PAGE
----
Reviewed by Alison Clifton, StylusLit.
Eddie Paterson’s Redactor, a collection of poet-censored poems, compels the reader to creatively interact with the text in search of meanings. With its blacked-out words (mostly names but also other identifiers), the poetry forms an act of resistance against contemporary consumer capitalism. Witty, memorable, and offbeat, Paterson’s poetry makes the banal seem beautiful and the mundane magnificent even as our physical and virtual existences are subject to ever-increasing surveillance.
The recent introduction in Australia of laws enabling the mandatory retention of metadata raises a number of issues relating to transparency and government power over citizens and our information. How does my right to privacy conflict with government responsibility to protect? Where does freedom of information end and national security begin? Who has access to metadata and what will they do with it? Will my words be used against me?
Such topical issues are raised by Redactor. To black out a word is to exercise a form of power over the reader, deleting information that had been available to them. However, it is also an act of empowerment: no longer is the reader’s response dictated for them. The reader is free to interpret the subject of a poem more creatively when that subject is a black smudge that could stand for anything within the realm of the reader’s imagination.
In this way, the particular and the private merge with the public and that which is communicated becomes personal to the reader almost as much as it is personal to the writer. The characters in the poems, their names blacked out, become Everyman.
But any such blacking out risks marginalisation and omission. When the private is generalised, it may be rendered not only impersonal but also darkly comic. Thus, the opening to “bureau of statistics” is deeply unsettling:
31 australians have died
since 1996 watering
their christmas tree while
the fairy lights were plugged
in the last 3 years by eating
christmas decorations they believed were
chocolate hospitals reported 4 broken
arms last year after cracker pulling incidents (4)
Should the reader laugh? The statistics grow increasingly macabre as the poem progresses, disturbing and disrupting the reader’s response.
Another poem engages with a similar subject: “christmas instructions” takes on the form of a memo to retail staff in a department store instructing them to keep segregated the three Christmas stories into which the merchandise has been arranged. We are told that “it is very important that they stay / merchandised in their stories” (42) and:
christmas is only to be merchandised
on these tables &
is to stay merchandised together.
spread christmas around the store. (42)
This poem represents a fresh inspection of a trite cliche, that Christmas in our time is commercialised — as emphasised by the repetition of “merchandised” — and devoid of any suggestion of grace or redemption. There must be no spreading of Christmas cheer. There must be order in the store to compensate for the disorder and disarray of the world outside.
Indeed, in this realm of consumerist and pluralist anarchy, everything is relative, including time. Thus, we are told that the Russian cosmonaut of “timetraveller” has moved forward in time 0.5 seconds:
now he is early.
he catches plates, falling from the bench.
he anticipates the mailman.
he picks up the phone before the first ring. (8)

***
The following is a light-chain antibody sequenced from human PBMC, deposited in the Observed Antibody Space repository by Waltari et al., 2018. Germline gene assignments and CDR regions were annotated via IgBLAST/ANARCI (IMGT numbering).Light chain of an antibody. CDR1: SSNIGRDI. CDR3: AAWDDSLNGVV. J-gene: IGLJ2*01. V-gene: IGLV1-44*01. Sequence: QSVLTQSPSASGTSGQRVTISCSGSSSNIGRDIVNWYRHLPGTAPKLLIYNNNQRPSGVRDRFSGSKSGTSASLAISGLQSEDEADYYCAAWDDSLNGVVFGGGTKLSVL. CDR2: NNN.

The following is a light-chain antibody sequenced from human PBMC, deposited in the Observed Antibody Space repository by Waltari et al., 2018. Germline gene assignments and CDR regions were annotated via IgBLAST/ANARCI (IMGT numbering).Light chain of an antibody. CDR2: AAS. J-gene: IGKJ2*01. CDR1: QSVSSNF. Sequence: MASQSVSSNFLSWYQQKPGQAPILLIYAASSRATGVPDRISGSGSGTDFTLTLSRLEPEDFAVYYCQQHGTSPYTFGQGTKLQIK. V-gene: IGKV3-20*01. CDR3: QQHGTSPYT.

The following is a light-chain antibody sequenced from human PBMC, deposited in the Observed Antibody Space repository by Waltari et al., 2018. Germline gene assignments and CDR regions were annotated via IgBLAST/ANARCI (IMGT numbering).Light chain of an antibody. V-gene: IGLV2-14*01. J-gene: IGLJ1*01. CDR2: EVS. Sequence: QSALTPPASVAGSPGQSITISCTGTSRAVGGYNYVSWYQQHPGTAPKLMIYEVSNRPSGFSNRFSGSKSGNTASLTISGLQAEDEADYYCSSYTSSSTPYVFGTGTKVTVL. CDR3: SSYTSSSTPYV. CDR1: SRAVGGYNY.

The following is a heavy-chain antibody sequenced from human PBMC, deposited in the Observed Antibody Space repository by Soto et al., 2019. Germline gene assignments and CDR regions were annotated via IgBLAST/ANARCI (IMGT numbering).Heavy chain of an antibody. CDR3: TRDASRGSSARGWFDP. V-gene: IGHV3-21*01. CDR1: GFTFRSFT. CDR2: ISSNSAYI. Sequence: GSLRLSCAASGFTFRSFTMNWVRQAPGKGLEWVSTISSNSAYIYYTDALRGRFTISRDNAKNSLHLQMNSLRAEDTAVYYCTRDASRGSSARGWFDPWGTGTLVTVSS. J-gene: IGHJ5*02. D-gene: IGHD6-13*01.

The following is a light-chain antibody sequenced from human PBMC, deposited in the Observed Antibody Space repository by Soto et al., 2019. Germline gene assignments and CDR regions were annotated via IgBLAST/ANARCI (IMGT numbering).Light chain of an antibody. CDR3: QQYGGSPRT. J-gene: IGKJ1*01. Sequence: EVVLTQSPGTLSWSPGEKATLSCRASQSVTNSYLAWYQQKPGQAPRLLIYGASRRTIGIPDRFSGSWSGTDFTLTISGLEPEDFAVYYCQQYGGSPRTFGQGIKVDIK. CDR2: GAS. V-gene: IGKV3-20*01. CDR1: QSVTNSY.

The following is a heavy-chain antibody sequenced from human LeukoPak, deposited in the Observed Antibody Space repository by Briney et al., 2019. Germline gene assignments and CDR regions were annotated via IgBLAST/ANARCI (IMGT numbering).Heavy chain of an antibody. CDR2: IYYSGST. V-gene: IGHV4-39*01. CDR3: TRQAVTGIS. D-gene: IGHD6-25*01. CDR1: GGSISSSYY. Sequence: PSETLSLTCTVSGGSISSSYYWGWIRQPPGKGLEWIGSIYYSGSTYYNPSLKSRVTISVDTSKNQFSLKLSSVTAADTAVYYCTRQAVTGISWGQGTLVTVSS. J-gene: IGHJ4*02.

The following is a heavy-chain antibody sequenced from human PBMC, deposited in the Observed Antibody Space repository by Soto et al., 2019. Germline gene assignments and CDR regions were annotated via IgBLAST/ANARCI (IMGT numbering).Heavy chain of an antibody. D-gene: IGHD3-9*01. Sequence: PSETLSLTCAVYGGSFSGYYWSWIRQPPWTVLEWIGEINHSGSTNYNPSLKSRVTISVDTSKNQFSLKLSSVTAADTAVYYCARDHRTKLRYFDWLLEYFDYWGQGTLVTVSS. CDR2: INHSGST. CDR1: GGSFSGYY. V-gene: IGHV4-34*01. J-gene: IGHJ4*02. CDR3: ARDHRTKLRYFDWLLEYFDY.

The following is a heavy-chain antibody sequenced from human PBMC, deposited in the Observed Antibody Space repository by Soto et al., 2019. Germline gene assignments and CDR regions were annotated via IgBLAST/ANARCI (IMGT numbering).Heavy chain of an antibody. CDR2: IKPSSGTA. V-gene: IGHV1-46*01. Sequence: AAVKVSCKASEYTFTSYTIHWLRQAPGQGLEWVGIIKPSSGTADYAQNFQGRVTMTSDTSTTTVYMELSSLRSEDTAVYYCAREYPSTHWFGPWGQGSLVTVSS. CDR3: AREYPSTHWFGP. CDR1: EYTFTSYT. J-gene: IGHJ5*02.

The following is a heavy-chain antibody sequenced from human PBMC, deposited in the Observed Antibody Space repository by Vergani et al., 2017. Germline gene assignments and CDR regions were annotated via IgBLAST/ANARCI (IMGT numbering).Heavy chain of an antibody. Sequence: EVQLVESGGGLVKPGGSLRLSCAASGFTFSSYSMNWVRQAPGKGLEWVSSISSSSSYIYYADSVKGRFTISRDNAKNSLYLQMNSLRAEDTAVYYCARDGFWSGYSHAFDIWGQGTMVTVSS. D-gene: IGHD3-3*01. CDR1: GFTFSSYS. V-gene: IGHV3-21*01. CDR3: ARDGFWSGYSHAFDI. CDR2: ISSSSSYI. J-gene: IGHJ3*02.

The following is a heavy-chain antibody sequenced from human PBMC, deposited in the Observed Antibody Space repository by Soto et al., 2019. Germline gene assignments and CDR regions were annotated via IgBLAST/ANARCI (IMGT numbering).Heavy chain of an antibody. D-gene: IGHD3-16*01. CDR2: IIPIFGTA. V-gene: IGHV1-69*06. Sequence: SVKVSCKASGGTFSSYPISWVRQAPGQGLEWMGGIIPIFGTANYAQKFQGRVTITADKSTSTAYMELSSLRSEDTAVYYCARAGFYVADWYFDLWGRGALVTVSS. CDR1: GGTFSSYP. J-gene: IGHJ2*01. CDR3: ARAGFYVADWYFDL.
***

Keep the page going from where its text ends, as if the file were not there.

Time means nothing and there is no transcendence to be found. Hence, religion becomes a series of impossible-to-interpret statistics devoid of faith and power in “the figures”:
catholics up 7 anglicans down 8.5 uniting down 15.5 novels up 17
other: inc. pagans sikhs baha’is spiritualists up 91 religion down 3
higher beings are at 34 personal gods 4 atheists 40 uncertains 22
& 52 are judging the book by the cover. (9)
There is nothing to be relied on, not even the present moment: Uri the cosmonaut attests to that. So, where do we turn? Inwards?
Paterson creates a bleak depiction of the contemporary world but he finds a humane sense of humour in the interactions between lovers and strangers, the connections and missed opportunities for communication. Thus, “aisle 9” tells of an encounter with a screaming child being pushed around a supermarket in a trolley. The speaker says:
he grabs on
he just latches
& screams in my face.
he pulls himself
up my arm
& screams in my face. (19)
After the incident, the poet observes: “i go on looking for the Special K” (19). Nothing comes of the moment except for the moment. The poet turns inwards once more.
And, yet, consolation is to be found in the embrace of another. In the final piece, “love poem,” the speaker lists all the memories he says his lover can keep just as long as you “leave me with the park with the sun & that afternoon when / unexpectedly you moved away from kafka & toward me” (114). Love may be frustrated in these poems but it is never entirely thwarted.
The themes present in Redactor — love, isolation, commodity culture, censorship — may be nothing new but Paterson’s voice is distinct and urgent. There is a fractured beauty to be found in these poems composed of factoids, figures, and still frames. The mundane moments and fanboy fragments combine to mimic the internet, pop culture, and social media cacophony that awaits us every time we click a mouse or tap a screen. Our minds are set to catch trillions of slivers of experience from the universe and somehow put them together into a coherent whole.
Sometimes these poems cohere but at other times they diverge, refract, split the light into a kaleidoscope of would-be patterns of meaning. The effect is compelling and love-affirming. Paterson’s is a light-filled poetry that offers no answers but accepts all comers. His poetry is of the moment, whenever that moment happens to be (0.5 seconds into the future, perhaps?) and it should appeal to any lettered-generation struggling with its appellation.